Before laying out my brief five-song list, though, I’ve got to make a shout-out to my man, Neil, and his “White Line,” who knows well the taxing cost yet fruitful creativity that comes with the open road. With that in mind, here are those favorite five tunes:
- A Shot In the Arm / I’m Always In Love – Wilco: Two tracks off their magnus opus, “Summerteeth,” these two songs have been many a cause to spontaneously pull off the road, scramble for paper and pen, and jot down newly discovered passages about heartache, hope, and solace along the journey of companionship.
- NYC – Steve Earle and Supersuckers: Less about the ominous uncertainty of a new start for artists, musicians, and adventurers, this song celebrates the excitement of setting course upon a new life.
- Where Will I Be Found – Michaela Anne: She is a bona fide country artist in the old-school tradition who aches over the affairs of that old restless heart and its yearning to find and settle a place called home in this insightful tune. Michaela defines her state of self-discovery in all the places pulling at her soul and you can envision her American West on those long open stretches of desert, mountains, and imagination.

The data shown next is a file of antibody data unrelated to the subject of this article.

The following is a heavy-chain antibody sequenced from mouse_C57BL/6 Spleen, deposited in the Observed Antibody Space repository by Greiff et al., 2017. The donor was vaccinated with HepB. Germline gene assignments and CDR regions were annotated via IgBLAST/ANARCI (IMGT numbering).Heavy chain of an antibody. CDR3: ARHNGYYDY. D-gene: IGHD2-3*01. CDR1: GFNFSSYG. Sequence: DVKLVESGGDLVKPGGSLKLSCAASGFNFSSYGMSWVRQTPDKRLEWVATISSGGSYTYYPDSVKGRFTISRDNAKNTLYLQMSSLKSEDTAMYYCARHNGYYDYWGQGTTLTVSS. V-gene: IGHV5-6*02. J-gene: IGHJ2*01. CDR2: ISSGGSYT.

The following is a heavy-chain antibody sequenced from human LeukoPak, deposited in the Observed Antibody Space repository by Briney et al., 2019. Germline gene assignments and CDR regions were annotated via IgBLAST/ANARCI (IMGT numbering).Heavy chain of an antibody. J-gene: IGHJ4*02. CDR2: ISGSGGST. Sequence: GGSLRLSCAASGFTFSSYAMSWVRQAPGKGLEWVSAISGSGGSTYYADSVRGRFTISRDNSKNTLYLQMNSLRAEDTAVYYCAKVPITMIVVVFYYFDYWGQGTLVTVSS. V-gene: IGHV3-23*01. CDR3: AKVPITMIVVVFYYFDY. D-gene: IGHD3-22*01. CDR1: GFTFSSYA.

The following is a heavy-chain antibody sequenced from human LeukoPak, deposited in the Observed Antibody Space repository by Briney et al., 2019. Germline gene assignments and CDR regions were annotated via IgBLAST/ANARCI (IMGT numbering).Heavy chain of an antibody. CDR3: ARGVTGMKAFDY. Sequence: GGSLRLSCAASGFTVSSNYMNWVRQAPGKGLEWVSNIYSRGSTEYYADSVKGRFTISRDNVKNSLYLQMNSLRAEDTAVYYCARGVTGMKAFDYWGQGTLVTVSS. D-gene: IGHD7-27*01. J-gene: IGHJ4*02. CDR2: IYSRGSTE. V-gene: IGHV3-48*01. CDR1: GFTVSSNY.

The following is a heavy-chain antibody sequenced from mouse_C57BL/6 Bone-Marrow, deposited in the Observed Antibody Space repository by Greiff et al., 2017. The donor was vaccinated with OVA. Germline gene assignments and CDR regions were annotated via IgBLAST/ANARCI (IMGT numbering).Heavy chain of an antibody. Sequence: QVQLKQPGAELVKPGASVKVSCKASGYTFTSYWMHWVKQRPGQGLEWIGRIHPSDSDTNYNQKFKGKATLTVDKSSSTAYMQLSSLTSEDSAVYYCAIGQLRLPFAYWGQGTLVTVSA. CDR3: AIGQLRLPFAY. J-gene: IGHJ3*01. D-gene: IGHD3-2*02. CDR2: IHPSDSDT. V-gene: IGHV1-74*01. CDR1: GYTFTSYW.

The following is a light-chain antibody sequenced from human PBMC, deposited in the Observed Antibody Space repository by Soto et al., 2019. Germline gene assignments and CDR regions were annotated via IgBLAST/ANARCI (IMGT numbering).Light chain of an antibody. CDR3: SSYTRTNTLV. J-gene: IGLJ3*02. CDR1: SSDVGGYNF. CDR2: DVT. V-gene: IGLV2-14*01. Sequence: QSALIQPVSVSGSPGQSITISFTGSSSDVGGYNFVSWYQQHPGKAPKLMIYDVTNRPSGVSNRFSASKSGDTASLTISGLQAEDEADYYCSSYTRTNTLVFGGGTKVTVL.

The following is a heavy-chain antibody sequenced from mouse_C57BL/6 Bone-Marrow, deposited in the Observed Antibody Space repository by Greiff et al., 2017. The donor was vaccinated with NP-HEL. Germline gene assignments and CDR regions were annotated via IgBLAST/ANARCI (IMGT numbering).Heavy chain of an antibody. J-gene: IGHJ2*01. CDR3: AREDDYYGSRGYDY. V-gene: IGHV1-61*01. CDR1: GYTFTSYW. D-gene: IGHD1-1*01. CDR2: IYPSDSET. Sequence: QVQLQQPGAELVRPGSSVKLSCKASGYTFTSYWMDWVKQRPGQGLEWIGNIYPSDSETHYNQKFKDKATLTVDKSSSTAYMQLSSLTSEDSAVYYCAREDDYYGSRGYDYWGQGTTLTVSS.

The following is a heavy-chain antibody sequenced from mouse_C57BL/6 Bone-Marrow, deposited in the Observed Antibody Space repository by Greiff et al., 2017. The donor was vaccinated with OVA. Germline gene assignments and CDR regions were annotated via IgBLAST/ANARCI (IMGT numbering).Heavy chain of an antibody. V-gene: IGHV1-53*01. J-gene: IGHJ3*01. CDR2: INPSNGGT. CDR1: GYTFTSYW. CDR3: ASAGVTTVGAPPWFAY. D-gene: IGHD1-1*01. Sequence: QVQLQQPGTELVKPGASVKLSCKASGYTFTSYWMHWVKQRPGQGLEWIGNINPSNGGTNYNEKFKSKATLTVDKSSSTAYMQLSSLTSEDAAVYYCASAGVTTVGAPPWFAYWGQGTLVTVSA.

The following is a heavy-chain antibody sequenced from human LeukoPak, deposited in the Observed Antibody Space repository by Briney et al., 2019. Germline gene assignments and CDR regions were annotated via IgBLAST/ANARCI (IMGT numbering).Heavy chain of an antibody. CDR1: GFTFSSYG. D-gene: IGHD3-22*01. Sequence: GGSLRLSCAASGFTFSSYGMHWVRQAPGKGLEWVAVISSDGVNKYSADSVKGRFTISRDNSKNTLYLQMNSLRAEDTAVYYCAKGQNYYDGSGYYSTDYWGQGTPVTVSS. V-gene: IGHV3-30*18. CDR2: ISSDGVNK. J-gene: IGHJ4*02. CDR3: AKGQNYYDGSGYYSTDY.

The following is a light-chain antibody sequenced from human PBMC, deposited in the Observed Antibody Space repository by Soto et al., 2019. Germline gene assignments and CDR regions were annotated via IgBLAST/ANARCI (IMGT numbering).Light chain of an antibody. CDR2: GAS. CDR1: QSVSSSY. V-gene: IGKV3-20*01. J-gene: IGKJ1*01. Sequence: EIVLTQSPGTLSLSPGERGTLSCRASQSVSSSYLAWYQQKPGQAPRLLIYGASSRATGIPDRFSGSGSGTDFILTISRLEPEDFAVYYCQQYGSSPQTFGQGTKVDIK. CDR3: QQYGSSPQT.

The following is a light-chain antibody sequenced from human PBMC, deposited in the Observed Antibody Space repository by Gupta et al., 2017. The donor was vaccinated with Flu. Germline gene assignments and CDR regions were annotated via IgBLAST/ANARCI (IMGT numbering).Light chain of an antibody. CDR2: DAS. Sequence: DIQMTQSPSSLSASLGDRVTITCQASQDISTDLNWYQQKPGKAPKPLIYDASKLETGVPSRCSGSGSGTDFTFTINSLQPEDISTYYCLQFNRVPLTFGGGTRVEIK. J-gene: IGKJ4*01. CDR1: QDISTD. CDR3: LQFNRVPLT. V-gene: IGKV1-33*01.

- Working On the Highway – Bruce Springsteen: I’ve got a fictional immigrant character that the Boss inspired with this sweaty tale of a hard luck working class romantic.
- Baby Missiles – The War On Drugs: To be truthful, the song lyrs are completely oblique but it doesn’t matter much. This whole damn album will make you want to fill your gas tank and drive for hours toward the arid country of west Texas or the high-plains piney mountains of New Mexico (love you, my goodhearted soldier, Michael Mendoza).